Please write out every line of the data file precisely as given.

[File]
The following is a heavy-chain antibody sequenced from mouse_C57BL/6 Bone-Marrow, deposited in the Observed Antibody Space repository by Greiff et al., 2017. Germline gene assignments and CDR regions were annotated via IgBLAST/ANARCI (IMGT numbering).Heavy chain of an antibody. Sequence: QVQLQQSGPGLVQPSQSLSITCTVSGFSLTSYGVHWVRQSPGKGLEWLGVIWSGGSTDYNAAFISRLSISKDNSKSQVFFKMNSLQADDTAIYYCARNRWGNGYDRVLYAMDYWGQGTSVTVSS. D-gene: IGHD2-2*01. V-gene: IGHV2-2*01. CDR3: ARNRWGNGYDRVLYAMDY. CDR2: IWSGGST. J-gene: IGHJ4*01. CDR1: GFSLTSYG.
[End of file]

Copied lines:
The following is a heavy-chain antibody sequenced from mouse_C57BL/6 Bone-Marrow, deposited in the Observed Antibody Space repository by Greiff et al., 2017. Germline gene assignments and CDR regions were annotated via IgBLAST/ANARCI (IMGT numbering).Heavy chain of an antibody. Sequence: QVQLQQSGPGLVQPSQSLSITCTVSGFSLTSYGVHWVRQSPGKGLEWLGVIWSGGSTDYNAAFISRLSISKDNSKSQVFFKMNSLQADDTAIYYCARNRWGNGYDRVLYAMDYWGQGTSVTVSS. D-gene: IGHD2-2*01. V-gene: IGHV2-2*01. CDR3: ARNRWGNGYDRVLYAMDY. CDR2: IWSGGST. J-gene: IGHJ4*01. CDR1: GFSLTSYG.